Insurtech Revolution Will Transform the Business of Insurance

The Insurtech Revolution is here.

The Insurtech revolution is here.

The Insurtech revolution is here.

My most recent Actuarial Review article, “The Insurtech Revolution,” cuts through the buzz and highlights areas where insurtech is likely to transform the insurance industry.

Insurtech is like any quickly emerging development. There is a lot of activity, confusion and a dash of hype.

That’s why my first question to most sources was this: “What is the difference between technological innovation and insurtech?” They agreed it was a good question. The evolving broad definition of insurtech risks becoming too general to be useful. The article includes an important sidebar that further defines the term. I hope will encourage more informed insurtech conversations.

This is certain: insurtech is not a Reese’s Peanut Butter Cup. Insurtech does not merely stuff new technology into insurance. Rather, insurtech is a cottage industry coming into its own. At its best, insurtech challenges insurers to re-think what insurance could look like and how it should be delivered and serviced in a digital economy.

My concern is that the most cautious insurance professionals among us will be too quick to write off insurtech as a fad. Or even worse, they will choose denial or ignore it to their peril. Insurance professionals must pay attention to insurtech because it will affect their jobs.

Make no mistake: insurtech will be transformative. It is not just about technology, but new concepts that make sense in a digital world. For example, the insurtech approach means out with reactionary customer service and in with initiative-driven customer experience. (To learn the difference, click here.)

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“…insurtech is not a Reese’s Peanut Butter Cup
…(it) does not merely stuff new technology into insurance.”
___________

Meanwhile, its emphasis on artificial intelligence and other smart technologies will change and eliminate jobs. Insurtech companies offering insurance can, for example, prefill personal information through an Application Programming Interface (API), simplifying the application process practically down to a few digital taps.

By programming a rules engine, artificial intelligence is already performing critical functions, such as statistical calculations and ensuring accurate and meaningful customer information.

Insurtech Revolution: Annmarie’s Take

After watching technology change the insurance industry for 30 years, here are some personal observations about The Insurtech Revolution:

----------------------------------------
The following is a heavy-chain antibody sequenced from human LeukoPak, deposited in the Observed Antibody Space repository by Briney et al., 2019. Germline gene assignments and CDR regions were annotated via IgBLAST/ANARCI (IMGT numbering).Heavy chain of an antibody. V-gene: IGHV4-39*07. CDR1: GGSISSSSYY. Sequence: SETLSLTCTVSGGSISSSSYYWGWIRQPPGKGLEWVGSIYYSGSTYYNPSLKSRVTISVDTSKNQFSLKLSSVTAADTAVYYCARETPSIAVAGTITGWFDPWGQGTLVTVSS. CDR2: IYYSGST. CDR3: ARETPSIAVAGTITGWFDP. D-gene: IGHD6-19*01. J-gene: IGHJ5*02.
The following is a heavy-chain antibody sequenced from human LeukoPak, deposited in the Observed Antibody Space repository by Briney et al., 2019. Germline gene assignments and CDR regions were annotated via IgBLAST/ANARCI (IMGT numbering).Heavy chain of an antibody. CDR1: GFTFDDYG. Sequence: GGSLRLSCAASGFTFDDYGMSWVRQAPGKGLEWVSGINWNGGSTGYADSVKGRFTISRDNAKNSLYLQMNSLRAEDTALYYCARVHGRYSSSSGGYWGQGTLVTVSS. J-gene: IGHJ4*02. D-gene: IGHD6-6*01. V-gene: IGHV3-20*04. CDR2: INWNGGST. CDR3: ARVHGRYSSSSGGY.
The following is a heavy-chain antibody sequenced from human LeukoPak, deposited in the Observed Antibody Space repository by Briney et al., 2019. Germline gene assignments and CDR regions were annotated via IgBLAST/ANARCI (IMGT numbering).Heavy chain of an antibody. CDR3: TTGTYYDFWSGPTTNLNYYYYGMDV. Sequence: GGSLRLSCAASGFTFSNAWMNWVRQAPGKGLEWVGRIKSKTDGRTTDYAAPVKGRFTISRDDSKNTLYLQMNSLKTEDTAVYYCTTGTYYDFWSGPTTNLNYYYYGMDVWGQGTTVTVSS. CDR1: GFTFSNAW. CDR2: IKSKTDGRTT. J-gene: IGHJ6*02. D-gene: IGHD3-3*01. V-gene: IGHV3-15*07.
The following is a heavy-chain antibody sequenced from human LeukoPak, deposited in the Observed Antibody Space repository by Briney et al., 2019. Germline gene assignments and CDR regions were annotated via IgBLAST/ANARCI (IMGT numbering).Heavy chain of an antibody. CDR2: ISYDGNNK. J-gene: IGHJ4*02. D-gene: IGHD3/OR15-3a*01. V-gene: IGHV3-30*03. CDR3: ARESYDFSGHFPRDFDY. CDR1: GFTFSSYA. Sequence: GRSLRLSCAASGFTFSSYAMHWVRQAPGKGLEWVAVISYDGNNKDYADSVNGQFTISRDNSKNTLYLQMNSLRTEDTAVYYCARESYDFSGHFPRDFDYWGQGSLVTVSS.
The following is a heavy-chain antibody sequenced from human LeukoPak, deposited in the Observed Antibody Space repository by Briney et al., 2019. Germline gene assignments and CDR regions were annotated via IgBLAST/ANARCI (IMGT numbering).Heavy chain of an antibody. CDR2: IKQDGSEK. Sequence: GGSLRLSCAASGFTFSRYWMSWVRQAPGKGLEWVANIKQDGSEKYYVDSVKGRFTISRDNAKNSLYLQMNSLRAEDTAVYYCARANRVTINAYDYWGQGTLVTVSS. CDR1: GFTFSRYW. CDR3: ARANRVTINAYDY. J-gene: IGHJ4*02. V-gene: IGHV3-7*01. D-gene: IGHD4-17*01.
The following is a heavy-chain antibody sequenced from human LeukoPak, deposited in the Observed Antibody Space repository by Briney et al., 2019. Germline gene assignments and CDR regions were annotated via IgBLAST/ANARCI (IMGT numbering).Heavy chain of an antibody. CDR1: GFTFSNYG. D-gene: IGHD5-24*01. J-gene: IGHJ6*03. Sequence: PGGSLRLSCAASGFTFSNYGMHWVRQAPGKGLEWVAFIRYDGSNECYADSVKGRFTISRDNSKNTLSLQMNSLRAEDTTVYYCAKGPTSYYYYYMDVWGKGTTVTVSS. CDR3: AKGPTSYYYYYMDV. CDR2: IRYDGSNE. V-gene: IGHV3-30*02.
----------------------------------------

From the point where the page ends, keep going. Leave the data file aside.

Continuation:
1) Insurtech companies risk operating under false assumptions. A technological improvement in one industry is not necessarily easily translatable to the insurance domain. The transactions, responsibilities and public accountability differ from banking, as an example.

2) Insurtech companies are in love with their beloved technology, but insurers love real results. Understand the real problems the insurance industry is facing. Offer solutions using insurance industry lingo. Save that technological deep dive for those who want to go there.

3) Insurance companies are not threatened by insurtech competitors, also known as “disruptors,” which have garnered an overabundance of media attention. Peel back the artificial intelligence, APIs and novel approaches to coverage – and you have the excitement and struggles of a new insurance company. In three years or less, Flo, the gecko and/or other insurers will be using the insurtech bells and whistles that make sense. And they will be doing it better. By that time, we’ll also know if the “disruptors” are profitable.

The Insurtech Revolution is here. Please check out my article and offer comments below.

 

 

 

 

 

 

 




Actuaries Applying Advanced Analytics in Non-Traditional Roles

Actuaries applying advanced analytics in non-traditional insurance roles are deploying their acumen to solve business problems.

Actuaries applying advanced analytics provide a window into the profession's future.

Actuaries applying advanced analytics provide a window into the profession’s future.

As demonstrated in Part II of my Actuarial Review series about “the others,” actuaries applying advanced analytics are working in various industries. (“The others” are members of the Casualty Actuarial Society who not working in traditional insurance industry actuarial roles.)

Part II features four actuaries applying advanced analytics in very exciting ways. It provides a window into the future of the actuarial profession. Increasingly, actuaries will be serving in roles beyond pricing and reserving. As technology moves forward, advanced analytics and artificial intelligence will become more commonplace, offering new potential roles to actuaries.

The article features:

Kevin Kuo, Software Engineer, RStudio After serving as a life actuary, Kuo applied predictive analytics for direct mail credit card acquisitions for Citibank. He’s now working to enhance “R” software to offer big data and deep learning capabilities.